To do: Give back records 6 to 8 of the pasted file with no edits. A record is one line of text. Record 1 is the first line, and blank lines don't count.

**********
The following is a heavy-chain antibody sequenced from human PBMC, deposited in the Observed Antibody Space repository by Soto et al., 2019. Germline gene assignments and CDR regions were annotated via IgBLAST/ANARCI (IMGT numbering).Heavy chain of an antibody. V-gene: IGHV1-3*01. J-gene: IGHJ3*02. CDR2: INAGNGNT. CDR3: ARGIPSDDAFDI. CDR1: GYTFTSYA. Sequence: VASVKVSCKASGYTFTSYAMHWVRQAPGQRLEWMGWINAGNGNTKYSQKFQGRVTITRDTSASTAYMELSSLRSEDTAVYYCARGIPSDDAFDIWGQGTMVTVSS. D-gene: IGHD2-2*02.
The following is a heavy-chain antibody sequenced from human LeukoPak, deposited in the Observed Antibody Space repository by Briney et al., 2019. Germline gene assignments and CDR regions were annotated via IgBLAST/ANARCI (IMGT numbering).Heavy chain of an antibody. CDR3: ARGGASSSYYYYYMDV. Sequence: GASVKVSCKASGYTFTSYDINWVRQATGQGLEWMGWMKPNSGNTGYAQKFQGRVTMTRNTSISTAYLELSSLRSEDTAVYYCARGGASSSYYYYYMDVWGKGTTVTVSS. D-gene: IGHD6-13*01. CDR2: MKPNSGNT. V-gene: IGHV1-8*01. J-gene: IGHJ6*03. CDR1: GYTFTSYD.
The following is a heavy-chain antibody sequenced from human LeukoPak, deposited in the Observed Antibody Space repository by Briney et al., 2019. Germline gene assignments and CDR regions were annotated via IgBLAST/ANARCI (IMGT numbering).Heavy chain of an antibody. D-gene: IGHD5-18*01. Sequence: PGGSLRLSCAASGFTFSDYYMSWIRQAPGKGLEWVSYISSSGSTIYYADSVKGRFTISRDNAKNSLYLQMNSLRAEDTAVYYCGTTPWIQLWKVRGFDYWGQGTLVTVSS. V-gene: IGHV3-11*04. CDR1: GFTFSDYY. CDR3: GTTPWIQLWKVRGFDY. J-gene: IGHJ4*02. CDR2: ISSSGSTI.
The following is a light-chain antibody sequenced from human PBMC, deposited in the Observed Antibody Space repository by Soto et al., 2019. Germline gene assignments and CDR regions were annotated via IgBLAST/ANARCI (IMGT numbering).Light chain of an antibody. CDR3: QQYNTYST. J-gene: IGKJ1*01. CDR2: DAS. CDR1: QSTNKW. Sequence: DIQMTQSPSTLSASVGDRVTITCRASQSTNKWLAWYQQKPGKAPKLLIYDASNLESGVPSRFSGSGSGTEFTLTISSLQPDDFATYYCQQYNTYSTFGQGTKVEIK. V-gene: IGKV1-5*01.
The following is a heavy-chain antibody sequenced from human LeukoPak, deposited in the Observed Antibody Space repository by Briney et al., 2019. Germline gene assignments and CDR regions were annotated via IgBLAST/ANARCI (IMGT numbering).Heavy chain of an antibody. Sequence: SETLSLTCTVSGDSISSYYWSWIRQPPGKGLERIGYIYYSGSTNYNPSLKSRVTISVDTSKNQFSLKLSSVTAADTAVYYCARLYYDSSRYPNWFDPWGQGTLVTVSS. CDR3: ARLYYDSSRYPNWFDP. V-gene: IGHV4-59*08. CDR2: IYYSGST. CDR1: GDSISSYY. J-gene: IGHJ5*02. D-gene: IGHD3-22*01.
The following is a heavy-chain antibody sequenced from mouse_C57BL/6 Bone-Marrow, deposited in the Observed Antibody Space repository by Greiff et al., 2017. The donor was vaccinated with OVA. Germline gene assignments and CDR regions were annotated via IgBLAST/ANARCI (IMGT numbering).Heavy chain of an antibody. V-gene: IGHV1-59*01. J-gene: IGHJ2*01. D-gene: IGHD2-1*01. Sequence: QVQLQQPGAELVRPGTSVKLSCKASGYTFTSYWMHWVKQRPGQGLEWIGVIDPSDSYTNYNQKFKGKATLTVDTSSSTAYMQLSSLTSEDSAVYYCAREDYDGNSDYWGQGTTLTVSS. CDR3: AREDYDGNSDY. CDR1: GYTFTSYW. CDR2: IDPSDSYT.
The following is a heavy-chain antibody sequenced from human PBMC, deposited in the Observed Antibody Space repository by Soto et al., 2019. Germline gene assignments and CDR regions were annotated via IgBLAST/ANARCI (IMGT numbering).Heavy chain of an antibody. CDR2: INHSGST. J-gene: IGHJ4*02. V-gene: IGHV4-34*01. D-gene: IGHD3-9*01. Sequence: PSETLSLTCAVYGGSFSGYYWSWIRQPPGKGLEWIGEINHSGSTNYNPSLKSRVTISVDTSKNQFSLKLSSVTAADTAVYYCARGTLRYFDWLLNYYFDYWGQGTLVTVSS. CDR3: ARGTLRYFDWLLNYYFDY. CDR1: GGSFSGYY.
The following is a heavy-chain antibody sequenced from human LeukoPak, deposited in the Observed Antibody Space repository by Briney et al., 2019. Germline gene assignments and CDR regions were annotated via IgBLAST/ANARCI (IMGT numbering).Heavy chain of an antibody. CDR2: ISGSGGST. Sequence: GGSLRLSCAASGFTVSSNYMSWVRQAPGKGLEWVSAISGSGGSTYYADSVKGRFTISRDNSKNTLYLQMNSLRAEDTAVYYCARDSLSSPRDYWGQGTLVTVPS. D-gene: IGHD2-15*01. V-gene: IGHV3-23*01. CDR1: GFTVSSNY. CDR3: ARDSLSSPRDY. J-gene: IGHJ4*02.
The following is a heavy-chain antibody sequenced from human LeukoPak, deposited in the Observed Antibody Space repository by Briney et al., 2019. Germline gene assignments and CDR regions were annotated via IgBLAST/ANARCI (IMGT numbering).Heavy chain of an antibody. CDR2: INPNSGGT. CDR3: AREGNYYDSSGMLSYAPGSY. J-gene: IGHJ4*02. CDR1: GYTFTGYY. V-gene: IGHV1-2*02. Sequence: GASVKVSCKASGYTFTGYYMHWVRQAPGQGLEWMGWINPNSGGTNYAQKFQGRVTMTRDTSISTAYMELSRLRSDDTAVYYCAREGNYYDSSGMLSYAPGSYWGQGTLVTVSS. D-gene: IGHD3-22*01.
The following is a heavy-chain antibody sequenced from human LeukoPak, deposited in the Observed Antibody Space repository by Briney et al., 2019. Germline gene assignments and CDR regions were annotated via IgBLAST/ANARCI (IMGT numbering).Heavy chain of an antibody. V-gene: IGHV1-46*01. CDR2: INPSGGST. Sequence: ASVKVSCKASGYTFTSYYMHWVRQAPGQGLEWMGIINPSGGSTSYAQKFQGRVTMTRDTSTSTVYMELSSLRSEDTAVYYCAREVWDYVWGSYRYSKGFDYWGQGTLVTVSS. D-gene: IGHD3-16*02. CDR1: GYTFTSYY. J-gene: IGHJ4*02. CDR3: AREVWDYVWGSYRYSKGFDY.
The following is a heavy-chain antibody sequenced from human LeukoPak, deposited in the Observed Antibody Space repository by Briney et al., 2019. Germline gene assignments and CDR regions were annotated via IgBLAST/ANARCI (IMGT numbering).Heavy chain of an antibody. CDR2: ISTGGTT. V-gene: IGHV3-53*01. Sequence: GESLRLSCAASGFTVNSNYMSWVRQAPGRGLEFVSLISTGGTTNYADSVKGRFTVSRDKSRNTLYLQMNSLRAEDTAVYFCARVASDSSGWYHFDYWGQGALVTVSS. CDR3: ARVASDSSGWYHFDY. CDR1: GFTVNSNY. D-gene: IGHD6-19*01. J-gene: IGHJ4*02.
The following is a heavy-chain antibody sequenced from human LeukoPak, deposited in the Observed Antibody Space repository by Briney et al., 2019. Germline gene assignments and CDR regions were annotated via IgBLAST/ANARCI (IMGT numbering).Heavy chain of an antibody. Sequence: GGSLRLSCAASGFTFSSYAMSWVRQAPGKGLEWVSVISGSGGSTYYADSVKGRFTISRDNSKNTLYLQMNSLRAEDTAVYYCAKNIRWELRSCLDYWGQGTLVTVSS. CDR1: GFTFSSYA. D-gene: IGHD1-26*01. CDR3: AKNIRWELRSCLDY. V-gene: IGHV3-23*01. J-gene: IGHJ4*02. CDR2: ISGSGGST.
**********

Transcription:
The following is a heavy-chain antibody sequenced from mouse_C57BL/6 Bone-Marrow, deposited in the Observed Antibody Space repository by Greiff et al., 2017. The donor was vaccinated with OVA. Germline gene assignments and CDR regions were annotated via IgBLAST/ANARCI (IMGT numbering).Heavy chain of an antibody. V-gene: IGHV1-59*01. J-gene: IGHJ2*01. D-gene: IGHD2-1*01. Sequence: QVQLQQPGAELVRPGTSVKLSCKASGYTFTSYWMHWVKQRPGQGLEWIGVIDPSDSYTNYNQKFKGKATLTVDTSSSTAYMQLSSLTSEDSAVYYCAREDYDGNSDYWGQGTTLTVSS. CDR3: AREDYDGNSDY. CDR1: GYTFTSYW. CDR2: IDPSDSYT.
The following is a heavy-chain antibody sequenced from human PBMC, deposited in the Observed Antibody Space repository by Soto et al., 2019. Germline gene assignments and CDR regions were annotated via IgBLAST/ANARCI (IMGT numbering).Heavy chain of an antibody. CDR2: INHSGST. J-gene: IGHJ4*02. V-gene: IGHV4-34*01. D-gene: IGHD3-9*01. Sequence: PSETLSLTCAVYGGSFSGYYWSWIRQPPGKGLEWIGEINHSGSTNYNPSLKSRVTISVDTSKNQFSLKLSSVTAADTAVYYCARGTLRYFDWLLNYYFDYWGQGTLVTVSS. CDR3: ARGTLRYFDWLLNYYFDY. CDR1: GGSFSGYY.
The following is a heavy-chain antibody sequenced from human LeukoPak, deposited in the Observed Antibody Space repository by Briney et al., 2019. Germline gene assignments and CDR regions were annotated via IgBLAST/ANARCI (IMGT numbering).Heavy chain of an antibody. CDR2: ISGSGGST. Sequence: GGSLRLSCAASGFTVSSNYMSWVRQAPGKGLEWVSAISGSGGSTYYADSVKGRFTISRDNSKNTLYLQMNSLRAEDTAVYYCARDSLSSPRDYWGQGTLVTVPS. D-gene: IGHD2-15*01. V-gene: IGHV3-23*01. CDR1: GFTVSSNY. CDR3: ARDSLSSPRDY. J-gene: IGHJ4*02.